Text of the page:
70. 57. Annals of Tropical Medicine and Parasitology 90(1): 1–19 (1996).J.L. USA. 65. 67. Remote sensing as a landscape epidemiologic tool to identify villages at high risk for malaria transmission. Semba. 130 CLIMATE CHANGE AND HUMAN HEALTH . G. 1991. N. eds. Lancet 342(8882): 1282–1284 (1993). Linthicum. Australian National University. Remotely sensed surrogates of meteorological data for the study of the distribution and abundance of arthropod vectors of disease. M. In: Infectious Disease Epidemiology. Climate change and Southern Africa: exploration of some potential impacts. 69. 497–517. pp. and global change.R. et al. Aspen Publishers Inc. M. Using remotely sensed data to identify areas at risk for hantavirus pulmonary syndrome. Towards a kala azar risk map for Sudan: mapping the potential distribution of Phlebotomus orientalis using digital data of environmental variables. & Nathanson. 55. D. K. American Journal of Public Health 85(7): 944–948 (1995). et al. J. Glass. USA. et al. 62. Glass.H. Clinical Microbiology Review 11(3): 480–496 (1998). Diarrheal Diseases. 1995. 64. M.R. Environmental risk factors for Lyme disease identified with geographic information systems. 73. USA. S. et al. 56. M. et al. 415(6872): 710–715 (2002). Gaithersburg. et al.E. Cholera dynamics and El Niño-Southern Oscillation. Satellite imagery in the study and forecast of malaria. 71. K. Nelson. Australia Centre for Resource and Environmental Studies. DC. National Academy Press. 58. Science 289(5485): 1766–1769 (2000). G. (CRES_AFR_01). Hay. Malaria. eds. K. A Topographic and Climate Database for Africa. et al. Seminars in Virology 5: 87–102 (1994). Science 285(5426): 397–400. Roberts. et al.J. R.E. Herwaldt.E. The emergence of new virus diseases: an overview. 61. An outbreak in 1996 of cyclosporiasis associated with imported raspberries.J. Parasitology Today 15: 105–111 (1999). M.J. et al. 66. 336(22): 1548–1556 (1997). Nelson. Climate suitability for stable malaria transmission in Zimbabwe under different climate change scenarios. Climate and satellite indicators to forecast Rift Valley fever epidemics in Kenya. et al. 59. MD. 54. Lancet 342(8885):1464–1469 (1993). 2000. Thomson. Beck. & Ackers. D. Guerra. Nature. et al. University of East Anglia.C.A. New England Journal of Medicine. 68. Global health watch: monitoring impacts of environmental change. A climate-based distribution model of malaria transmission in Africa. D. A. et al. Aspen Publishers Inc. F. & Packer.E. models. H.F. R. M. Black. 74. Predicting the risk of Lyme disease: habitat suitability for Ixodes scapularis in the north central United States. et al. S.C. 53. Vector-borne diseases. Predicting malaria infection in Gambian children from satellite data and bed net use surveys: the importance of spatial correlation in the interpretation of results. Rogers. 60. The Cyclospora Working Group [see comments]. Emerging Infectious Diseases 8(3): 289–297 (2002). obstacles and opportunities. and malaria control. Emerging Infectious Diseases 6(3): 238–247 (2000). M. 63. Dengue and dengue hemorrhagic fever. Global Change & Human Health 3(1): 42–53 (2002).52. 72. Hulme.I. D. M. Nutrition and infectious diseases. Pascual. 2000. Murphy. et al. et al.E. et al. Norwich. Craig. et al. & Rodriguez. Hutchinson. 1996. Hartman.L. B. Gaithersburg. American Journal of Tropical Medicine and Hygiene 51(3): 271–280 (1994). Rogers. The environment remote sensing. In: Infectious Disease Epidemiology. MD. Tropical Medicine and International Health 4(2): 105–113 (1999). Implications for the SADC region. Oaks. L. M.J. UK. American Journal of Tropical Medicine and Hygiene 61(1): 2–8 (1999). M. Thomson.D. Haines. Washington. Gubler.C. eds. Annals New York Academy of Sciences 740: 396–401 (1994).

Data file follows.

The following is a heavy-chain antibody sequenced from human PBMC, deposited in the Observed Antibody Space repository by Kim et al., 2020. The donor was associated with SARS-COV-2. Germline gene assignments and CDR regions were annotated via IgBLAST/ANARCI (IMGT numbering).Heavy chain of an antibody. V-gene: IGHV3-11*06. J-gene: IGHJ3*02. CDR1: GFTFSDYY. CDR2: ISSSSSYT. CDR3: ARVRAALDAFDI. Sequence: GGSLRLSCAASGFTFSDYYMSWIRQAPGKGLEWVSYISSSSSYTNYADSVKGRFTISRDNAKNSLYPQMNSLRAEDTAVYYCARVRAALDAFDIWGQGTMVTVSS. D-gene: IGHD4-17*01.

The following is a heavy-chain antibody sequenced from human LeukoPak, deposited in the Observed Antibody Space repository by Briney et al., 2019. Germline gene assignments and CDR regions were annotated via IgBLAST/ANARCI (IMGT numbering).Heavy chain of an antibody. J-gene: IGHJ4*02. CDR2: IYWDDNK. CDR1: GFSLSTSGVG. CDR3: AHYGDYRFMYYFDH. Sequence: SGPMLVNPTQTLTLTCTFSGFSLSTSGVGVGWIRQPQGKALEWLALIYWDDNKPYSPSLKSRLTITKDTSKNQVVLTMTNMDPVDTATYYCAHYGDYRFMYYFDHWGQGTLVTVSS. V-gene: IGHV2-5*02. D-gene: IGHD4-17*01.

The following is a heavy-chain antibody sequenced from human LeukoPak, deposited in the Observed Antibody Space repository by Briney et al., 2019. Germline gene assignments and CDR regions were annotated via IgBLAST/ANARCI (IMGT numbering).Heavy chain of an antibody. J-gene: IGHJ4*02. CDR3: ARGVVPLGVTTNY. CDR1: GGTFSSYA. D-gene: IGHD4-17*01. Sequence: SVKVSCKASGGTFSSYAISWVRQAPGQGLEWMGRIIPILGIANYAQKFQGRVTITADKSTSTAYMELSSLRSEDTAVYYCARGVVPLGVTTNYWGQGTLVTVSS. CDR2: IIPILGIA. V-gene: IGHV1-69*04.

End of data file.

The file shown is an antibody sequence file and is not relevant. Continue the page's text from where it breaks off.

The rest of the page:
96. & Coulson. BioScience 46(5): 323–330 (1996). 78.R. A. 87. U. Factors in the emergence of infectious diseases.S. et al. Of mice and mast: ecological connections in eastern deciduous forests. Esrey. Journal of Biosocial Sciences 33: 227–244 (2001). diarrhoea. Esrey. W. 91. The ecology of Lyme-disease risk.C. New England Journal of Medicine 331(3): 161–167 (1994).75. Water. J. 77. P. British Medical Bulletin 54(3): 523–532 (1998). C. In: Past and future rapid environmental changes: the spatial and evolutionary responses of terrestrial biota. Biodiversity and the dilution effect in disease ecology. G. J.S. CHAPTER 6. Thompson. Carpenter. Van Buskirk. et al. Springer pp. Butterfield. R. et al. A massive outbreak in Milwaukee of Cryptosporidium infection transmitted through the public water supply. Emerging infectious diseases of wildlife—threats to biodiversity and human health. The role of outdoor air pollution and climatic changes on the rising trends in respiratory allergy. National Assessment Synthesis Team.A. S. 86. Cambridge. D. J. et al.C. R. In: Climate change impacts on the United States: the potential consequences of climate variability and change foundation report.E.L. Bancroftian filariasis distribution and diurnal temperature differences in the southern Nile delta. Bulletin of the World Health Organization 69(5): 609–621 (1991). 97. north-east Brazil: an ecological study. Huntley. INFECTIOUS DISEASES 131 . 80.D. B. R. Ecology 82: 609–619 (2001). 93. Emerging Infectious Diseases 1(1): 7–15 (1995).P. UK. Resurgent and emergent disease in a changing world. J. Global change and fresh water ecosystems. Cambridge University Press. Cohen. Berlin. et al. Risk factors for human disease emergence. M.K. 81. MacKenzie. 92. Schmidt.L. & Ostfeld. 84. Urbanization and dengue ecology. Harvell. Respiratory Medicine 95(7): 606–611 (2001).H.E. 85. International Journal of Parasitology 30(12–13): 1395–1405 (2000). Ecological Applications 5:1133–1140 (1995).G. J. Underlying and proximate determinants of diarrhoea-specific infant mortality rates among municipalities in the state of Ceara. Bulletin of the World Health Organization 71(1):49–54 (1993). M.R. et al. 82. S. Climate warming and disease risks for terrestrial and marine biota. Terrestrial invertebrates and climate change: physiological and life-cycle adaptations. R. The resurgence of lymphatic filariasis in the Nile delta. Effects of climatic change on the populations dynamics of crop pests. L. American Scientist 85: 338–346 (1997).A. et al.A. D’Amato. De Souza. Cadernos de Saude Publica 17(Suppl): 99–102 (2001). 1997.S. waste. 83. and trachoma. J.S. T.D. Patz. Cammell. S. P. dracunculiasis. Patz. Morse. & Knight. S. Taylor. Graczyk. eds. Annual Review of Ecology and Systematics 23: 119–139 (1992). Tauil. Harb. et al. Germany. 79. American Journal of Epidemiology 143(6): 608–623 (1996).A. 95. 90. Controlling Lyme disease by modifying the density and species composition of tick hosts. Science 296(5576): 2158–2162 (2002). schistosomiasis. 401–412.A. Chapter 15: Potential consequences of climate variability and change for human health in the United States. Environmental and geographical factors contributing to watershed contamination with Cryptosporidium parvum oocysts. Advances in Ecological Research 22: 117–162 (1992). 2001. et al. and well-being: a multicountry study. et al. Effects of environmental change on emerging parasitic diseases. et al.L. Philosophical Transactions of the Royal Society of London B Biological Sciences 356(1411): 983–989 (2001).C. Science 287(5452): 443–449 (2000). hookworm infection. et al.S. Ostfeld. 94. et al. Ostfeld. et al. K. 88. Effects of improved water supply and sanitation on ascariasis. Emerging Infectious Diseases 2(3):234–235 (1996). & Ostfeld. 76. Environmental Research 82(3): 263–271 (2000). M.F.R. 89. Daszak.